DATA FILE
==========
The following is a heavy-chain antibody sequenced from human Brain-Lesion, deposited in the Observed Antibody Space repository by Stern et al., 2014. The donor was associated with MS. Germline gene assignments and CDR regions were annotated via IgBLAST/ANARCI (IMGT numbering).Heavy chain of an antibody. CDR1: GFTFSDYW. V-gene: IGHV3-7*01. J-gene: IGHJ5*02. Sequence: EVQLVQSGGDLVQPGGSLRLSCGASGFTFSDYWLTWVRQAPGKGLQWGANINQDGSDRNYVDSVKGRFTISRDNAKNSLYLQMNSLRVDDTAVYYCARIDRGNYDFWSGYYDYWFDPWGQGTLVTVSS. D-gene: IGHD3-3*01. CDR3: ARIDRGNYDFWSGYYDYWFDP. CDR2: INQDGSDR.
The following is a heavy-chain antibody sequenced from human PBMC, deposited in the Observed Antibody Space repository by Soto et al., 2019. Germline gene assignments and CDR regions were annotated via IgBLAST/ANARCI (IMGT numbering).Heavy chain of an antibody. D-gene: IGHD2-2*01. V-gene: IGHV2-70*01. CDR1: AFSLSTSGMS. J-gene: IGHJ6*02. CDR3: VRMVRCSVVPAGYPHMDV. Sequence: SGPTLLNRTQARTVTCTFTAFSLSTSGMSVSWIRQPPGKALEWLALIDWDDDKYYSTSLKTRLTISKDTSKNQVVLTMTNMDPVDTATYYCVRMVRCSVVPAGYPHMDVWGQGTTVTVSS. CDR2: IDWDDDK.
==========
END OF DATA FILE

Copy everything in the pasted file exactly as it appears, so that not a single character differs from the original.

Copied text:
The following is a heavy-chain antibody sequenced from human Brain-Lesion, deposited in the Observed Antibody Space repository by Stern et al., 2014. The donor was associated with MS. Germline gene assignments and CDR regions were annotated via IgBLAST/ANARCI (IMGT numbering).Heavy chain of an antibody. CDR1: GFTFSDYW. V-gene: IGHV3-7*01. J-gene: IGHJ5*02. Sequence: EVQLVQSGGDLVQPGGSLRLSCGASGFTFSDYWLTWVRQAPGKGLQWGANINQDGSDRNYVDSVKGRFTISRDNAKNSLYLQMNSLRVDDTAVYYCARIDRGNYDFWSGYYDYWFDPWGQGTLVTVSS. D-gene: IGHD3-3*01. CDR3: ARIDRGNYDFWSGYYDYWFDP. CDR2: INQDGSDR.
The following is a heavy-chain antibody sequenced from human PBMC, deposited in the Observed Antibody Space repository by Soto et al., 2019. Germline gene assignments and CDR regions were annotated via IgBLAST/ANARCI (IMGT numbering).Heavy chain of an antibody. D-gene: IGHD2-2*01. V-gene: IGHV2-70*01. CDR1: AFSLSTSGMS. J-gene: IGHJ6*02. CDR3: VRMVRCSVVPAGYPHMDV. Sequence: SGPTLLNRTQARTVTCTFTAFSLSTSGMSVSWIRQPPGKALEWLALIDWDDDKYYSTSLKTRLTISKDTSKNQVVLTMTNMDPVDTATYYCVRMVRCSVVPAGYPHMDVWGQGTTVTVSS. CDR2: IDWDDDK.